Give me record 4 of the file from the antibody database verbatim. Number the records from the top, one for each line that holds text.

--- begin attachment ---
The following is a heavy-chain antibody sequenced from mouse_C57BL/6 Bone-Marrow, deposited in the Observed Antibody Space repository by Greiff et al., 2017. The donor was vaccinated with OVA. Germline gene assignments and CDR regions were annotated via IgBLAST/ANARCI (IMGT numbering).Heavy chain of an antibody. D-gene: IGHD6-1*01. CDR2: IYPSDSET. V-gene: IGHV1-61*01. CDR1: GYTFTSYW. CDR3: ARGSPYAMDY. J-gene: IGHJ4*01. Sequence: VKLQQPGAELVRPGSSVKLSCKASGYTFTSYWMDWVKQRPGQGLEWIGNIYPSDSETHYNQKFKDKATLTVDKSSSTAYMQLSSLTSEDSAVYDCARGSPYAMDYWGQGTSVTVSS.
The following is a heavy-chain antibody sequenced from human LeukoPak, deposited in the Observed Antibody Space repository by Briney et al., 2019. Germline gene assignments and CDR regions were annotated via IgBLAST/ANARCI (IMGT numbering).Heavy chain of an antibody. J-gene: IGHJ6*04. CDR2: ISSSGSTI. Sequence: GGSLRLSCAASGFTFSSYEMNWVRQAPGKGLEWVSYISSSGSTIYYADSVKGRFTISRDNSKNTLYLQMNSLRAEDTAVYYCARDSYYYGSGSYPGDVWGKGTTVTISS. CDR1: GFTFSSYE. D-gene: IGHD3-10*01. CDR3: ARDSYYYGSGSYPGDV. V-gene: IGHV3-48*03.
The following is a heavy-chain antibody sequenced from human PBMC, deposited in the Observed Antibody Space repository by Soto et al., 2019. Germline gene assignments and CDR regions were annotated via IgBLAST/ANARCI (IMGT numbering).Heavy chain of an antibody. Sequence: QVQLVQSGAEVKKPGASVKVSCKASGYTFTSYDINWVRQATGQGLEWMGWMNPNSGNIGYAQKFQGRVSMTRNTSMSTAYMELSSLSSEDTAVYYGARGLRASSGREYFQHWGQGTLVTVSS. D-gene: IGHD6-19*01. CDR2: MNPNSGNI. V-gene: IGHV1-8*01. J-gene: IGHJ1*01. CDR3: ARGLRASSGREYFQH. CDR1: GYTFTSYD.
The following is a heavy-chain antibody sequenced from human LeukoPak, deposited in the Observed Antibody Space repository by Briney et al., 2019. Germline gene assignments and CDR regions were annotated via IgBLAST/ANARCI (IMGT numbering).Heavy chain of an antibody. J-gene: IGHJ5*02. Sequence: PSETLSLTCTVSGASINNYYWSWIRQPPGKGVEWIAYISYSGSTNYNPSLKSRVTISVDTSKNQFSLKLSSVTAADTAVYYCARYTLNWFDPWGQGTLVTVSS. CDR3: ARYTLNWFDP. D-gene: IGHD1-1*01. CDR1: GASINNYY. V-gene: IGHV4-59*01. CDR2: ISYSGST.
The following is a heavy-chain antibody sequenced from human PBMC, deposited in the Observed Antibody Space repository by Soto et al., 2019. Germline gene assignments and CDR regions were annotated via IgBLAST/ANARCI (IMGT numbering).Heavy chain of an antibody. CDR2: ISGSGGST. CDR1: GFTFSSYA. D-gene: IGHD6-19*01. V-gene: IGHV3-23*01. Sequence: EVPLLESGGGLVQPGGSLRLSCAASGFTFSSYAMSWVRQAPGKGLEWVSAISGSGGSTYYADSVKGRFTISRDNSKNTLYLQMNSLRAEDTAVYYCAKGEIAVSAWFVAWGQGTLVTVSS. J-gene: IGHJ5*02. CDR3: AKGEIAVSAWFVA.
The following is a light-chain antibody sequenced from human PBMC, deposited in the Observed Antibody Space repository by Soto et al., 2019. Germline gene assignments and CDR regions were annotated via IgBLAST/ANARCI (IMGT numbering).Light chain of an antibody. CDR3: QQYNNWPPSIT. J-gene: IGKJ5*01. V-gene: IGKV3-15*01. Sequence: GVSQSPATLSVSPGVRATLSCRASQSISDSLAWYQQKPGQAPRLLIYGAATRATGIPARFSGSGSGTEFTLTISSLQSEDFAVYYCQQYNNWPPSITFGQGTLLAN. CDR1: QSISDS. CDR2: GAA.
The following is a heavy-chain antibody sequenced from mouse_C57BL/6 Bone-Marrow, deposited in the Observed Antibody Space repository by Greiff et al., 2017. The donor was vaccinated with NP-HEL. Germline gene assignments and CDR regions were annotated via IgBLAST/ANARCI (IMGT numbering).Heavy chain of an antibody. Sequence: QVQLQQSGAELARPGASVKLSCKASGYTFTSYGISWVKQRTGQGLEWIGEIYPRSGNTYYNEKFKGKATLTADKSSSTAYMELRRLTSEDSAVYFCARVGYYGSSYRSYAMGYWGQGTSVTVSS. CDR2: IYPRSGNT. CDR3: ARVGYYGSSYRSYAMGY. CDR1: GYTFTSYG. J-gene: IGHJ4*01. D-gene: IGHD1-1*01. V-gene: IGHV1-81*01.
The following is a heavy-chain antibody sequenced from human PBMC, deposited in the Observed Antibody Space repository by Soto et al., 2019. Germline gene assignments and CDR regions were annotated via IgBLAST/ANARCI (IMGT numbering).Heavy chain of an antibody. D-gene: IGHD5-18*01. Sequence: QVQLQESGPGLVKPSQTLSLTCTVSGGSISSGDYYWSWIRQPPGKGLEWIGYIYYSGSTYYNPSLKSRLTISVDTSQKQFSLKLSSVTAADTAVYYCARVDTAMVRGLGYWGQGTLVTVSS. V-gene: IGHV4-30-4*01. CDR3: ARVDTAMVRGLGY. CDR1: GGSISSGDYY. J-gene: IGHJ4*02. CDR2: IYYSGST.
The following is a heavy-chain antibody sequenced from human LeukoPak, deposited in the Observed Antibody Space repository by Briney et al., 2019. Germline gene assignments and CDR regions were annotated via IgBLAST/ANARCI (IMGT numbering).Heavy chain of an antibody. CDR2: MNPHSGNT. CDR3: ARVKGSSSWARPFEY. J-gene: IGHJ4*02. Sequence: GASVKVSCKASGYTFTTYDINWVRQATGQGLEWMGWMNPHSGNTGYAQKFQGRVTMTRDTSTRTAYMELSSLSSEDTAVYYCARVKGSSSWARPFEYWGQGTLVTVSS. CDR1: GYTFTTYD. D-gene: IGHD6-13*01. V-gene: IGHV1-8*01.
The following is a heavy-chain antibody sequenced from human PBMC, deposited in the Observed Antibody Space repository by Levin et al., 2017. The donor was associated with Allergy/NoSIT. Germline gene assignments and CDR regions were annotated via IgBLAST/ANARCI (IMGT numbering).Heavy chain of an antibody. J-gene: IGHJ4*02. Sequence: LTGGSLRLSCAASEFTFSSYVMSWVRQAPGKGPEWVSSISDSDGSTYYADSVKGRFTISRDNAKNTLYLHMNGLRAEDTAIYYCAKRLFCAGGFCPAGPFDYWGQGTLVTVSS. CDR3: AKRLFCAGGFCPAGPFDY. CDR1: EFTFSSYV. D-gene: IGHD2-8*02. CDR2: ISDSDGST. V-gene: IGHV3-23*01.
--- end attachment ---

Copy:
The following is a heavy-chain antibody sequenced from human LeukoPak, deposited in the Observed Antibody Space repository by Briney et al., 2019. Germline gene assignments and CDR regions were annotated via IgBLAST/ANARCI (IMGT numbering).Heavy chain of an antibody. J-gene: IGHJ5*02. Sequence: PSETLSLTCTVSGASINNYYWSWIRQPPGKGVEWIAYISYSGSTNYNPSLKSRVTISVDTSKNQFSLKLSSVTAADTAVYYCARYTLNWFDPWGQGTLVTVSS. CDR3: ARYTLNWFDP. D-gene: IGHD1-1*01. CDR1: GASINNYY. V-gene: IGHV4-59*01. CDR2: ISYSGST.